- Recessions can substantially impact your financial plan if you are not prepared, such as decreased income, lack of investment growth, or potentially increased cost of everyday expenses.
- Recessions can occur at any time and any speed, so it is essential to ensure you are always prepared.
- Significant preparation steps include analyzing your budget, increasing your emergency fund, enhancing your skillset, and contributing to long-term investments.
Are We Currently in a Recession?
The recent inflation rise has economists and everyday citizens wondering if we are headed to the next recession. Two consecutive quarters of negative GDP reports signal a recession by the traditional definition, so we have technically entered a recession. However, we are still seeing reports of positive earnings growth and a strong labor market, which is not typical of a recessionary environment. These reports may trend lower in the near future, but we believe it is best to be prepared for any potential outcome. Recessions are a normal part of the economic cycle. Whether one is in the near future or some time out, here’s what to do to prepare.
What Happens in a Recession?
A recession can undoubtedly have a negative impact on your overall financial plan. Recessions are usually accompanied by a weak labor market, which means more people may find themselves without steady employment. A gap in income is a high risk to families.
As many currently know, a recession may also be associated with high inflation, which increases the cost of a household’s monthly expenses. Grocery trips, gas, and heating/cooling costs are just a few of the monthly expenses that consumers may have to budget a more significant amount towards.
Lastly, recessions often cause volatility in the stock and bond markets, which we have certainly seen so far in 2022. This volatility may hinder income potential and retirement estimates for those nearing retirement and plan to make short-term withdrawals.
How Should We Prepare for a Recession?
Recessions can occur slowly, or they can appear to happen overnight. The variability at which recessions occur suggests that households should always be prepared to endure the economic slowdown. It is much more beneficial to be proactive about the recession potential than to be reactive once the hardships begin. Nevertheless, we believe there are a few key areas that can always be improved.
1. Review Your Financial Priorities
First, analyze your monthly budget to control high or unnecessary expenses. By sticking with a consistent budget and making adjustments as needed, you will be aware of the areas that may be reduced or eliminated to free up additional cash flow.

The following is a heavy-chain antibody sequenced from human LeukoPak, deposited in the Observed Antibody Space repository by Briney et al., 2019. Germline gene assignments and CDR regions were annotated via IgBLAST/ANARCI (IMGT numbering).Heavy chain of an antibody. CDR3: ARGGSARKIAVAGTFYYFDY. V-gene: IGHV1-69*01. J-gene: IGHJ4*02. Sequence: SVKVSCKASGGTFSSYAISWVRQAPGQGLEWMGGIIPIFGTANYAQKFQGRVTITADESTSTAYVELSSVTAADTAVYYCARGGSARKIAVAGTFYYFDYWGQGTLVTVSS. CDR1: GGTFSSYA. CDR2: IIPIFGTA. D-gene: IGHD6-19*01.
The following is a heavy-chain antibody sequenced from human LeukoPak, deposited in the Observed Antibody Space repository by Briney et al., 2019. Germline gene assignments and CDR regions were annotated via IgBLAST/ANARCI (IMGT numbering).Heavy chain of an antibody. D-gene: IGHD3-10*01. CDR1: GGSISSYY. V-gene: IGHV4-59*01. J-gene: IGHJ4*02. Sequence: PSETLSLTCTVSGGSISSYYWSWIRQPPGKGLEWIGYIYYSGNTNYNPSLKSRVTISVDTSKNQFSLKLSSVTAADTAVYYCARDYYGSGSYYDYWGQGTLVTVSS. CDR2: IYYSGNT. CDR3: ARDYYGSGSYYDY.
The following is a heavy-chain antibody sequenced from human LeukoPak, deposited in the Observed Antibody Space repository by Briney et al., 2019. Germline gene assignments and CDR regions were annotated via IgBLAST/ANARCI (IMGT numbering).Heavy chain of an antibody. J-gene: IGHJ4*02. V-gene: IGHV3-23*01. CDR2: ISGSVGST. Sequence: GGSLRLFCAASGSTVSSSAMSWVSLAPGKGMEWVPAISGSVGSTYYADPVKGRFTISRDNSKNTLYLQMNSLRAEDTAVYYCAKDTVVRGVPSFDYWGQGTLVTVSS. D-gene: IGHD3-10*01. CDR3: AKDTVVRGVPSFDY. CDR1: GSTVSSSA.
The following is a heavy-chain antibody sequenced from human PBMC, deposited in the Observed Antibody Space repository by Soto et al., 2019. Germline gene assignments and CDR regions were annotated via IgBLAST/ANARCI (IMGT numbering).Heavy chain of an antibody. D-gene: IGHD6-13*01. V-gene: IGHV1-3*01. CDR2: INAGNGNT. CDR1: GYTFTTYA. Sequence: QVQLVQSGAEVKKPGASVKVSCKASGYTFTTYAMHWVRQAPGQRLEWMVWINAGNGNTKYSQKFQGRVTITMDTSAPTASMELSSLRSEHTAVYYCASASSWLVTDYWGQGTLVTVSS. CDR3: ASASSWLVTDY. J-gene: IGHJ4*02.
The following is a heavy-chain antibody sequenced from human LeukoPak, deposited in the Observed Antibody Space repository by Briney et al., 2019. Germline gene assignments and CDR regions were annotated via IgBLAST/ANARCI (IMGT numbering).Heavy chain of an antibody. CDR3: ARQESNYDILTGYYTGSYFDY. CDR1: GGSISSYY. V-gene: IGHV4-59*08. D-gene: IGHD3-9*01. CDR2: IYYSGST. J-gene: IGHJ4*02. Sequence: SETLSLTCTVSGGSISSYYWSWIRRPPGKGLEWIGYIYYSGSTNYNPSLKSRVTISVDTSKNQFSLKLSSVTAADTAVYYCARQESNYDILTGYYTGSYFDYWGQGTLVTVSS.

2. Consider Your Financial Opportunities
It is important to continue to increase your income through your working years, whether through consistent pay raises, new employment, or potentially a side hustle. Enhancing and learning new skills should be a high priority to make sure you stay competitive in the workforce.
3. Build an Emergency Fund Ahead of Time
Every household should have an appropriate emergency fund just in case of a hardship, such as a loss of income. This is an excellent defense against a recessionary job loss since you would be able to afford monthly expenses for a few months while you look for new employment.
4. Stay on Top of Your Financial Investments
Lastly, for those with the extra cash flow, we want to make sure we stay on track with contributions to investment and savings accounts. Market volatility can be nerve-wracking and stressful, but it can also present the best buying opportunities for long-term investors. It is essential to stick to your financial plan since veering may affect the success rate towards your long-term goals.
Speak With a Trusted Advisor
If you have any questions about recession, your investment portfolio, taxes, our 401(k)-recommendation service, or anything else, please call our office at (586) 226-2100.
Please feel free to forward this commentary to a friend, family member, or co-worker. Also, if you have had any changes to your income, job, family, health insurance, risk tolerance, or overall financial situation, please give us a call so we can discuss it.
If you found our article helpful, consider reading:
- Mass Student Loan Forgiveness
- How Index Funds Work
- Life Insurance vs. Annuity
- Choosing a Life Insurance Policy
We hope you learned something today. If you have any feedback or suggestions, we would love to hear them.
Zachary A. Bachner, CFP®
with contributions by Robert L. Wink, Kenneth R. Wink, James D. Wink, and James C. Baldwin